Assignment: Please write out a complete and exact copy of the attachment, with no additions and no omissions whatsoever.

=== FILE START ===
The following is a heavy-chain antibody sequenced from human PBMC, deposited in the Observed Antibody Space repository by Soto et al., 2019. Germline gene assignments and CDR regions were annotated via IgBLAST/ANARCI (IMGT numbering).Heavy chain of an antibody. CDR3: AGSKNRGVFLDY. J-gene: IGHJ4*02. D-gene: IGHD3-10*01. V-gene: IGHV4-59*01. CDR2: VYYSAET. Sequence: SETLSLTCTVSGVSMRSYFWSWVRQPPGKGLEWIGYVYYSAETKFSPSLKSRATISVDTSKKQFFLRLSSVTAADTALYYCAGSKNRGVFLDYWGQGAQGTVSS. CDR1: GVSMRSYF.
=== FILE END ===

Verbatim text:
The following is a heavy-chain antibody sequenced from human PBMC, deposited in the Observed Antibody Space repository by Soto et al., 2019. Germline gene assignments and CDR regions were annotated via IgBLAST/ANARCI (IMGT numbering).Heavy chain of an antibody. CDR3: AGSKNRGVFLDY. J-gene: IGHJ4*02. D-gene: IGHD3-10*01. V-gene: IGHV4-59*01. CDR2: VYYSAET. Sequence: SETLSLTCTVSGVSMRSYFWSWVRQPPGKGLEWIGYVYYSAETKFSPSLKSRATISVDTSKKQFFLRLSSVTAADTALYYCAGSKNRGVFLDYWGQGAQGTVSS. CDR1: GVSMRSYF.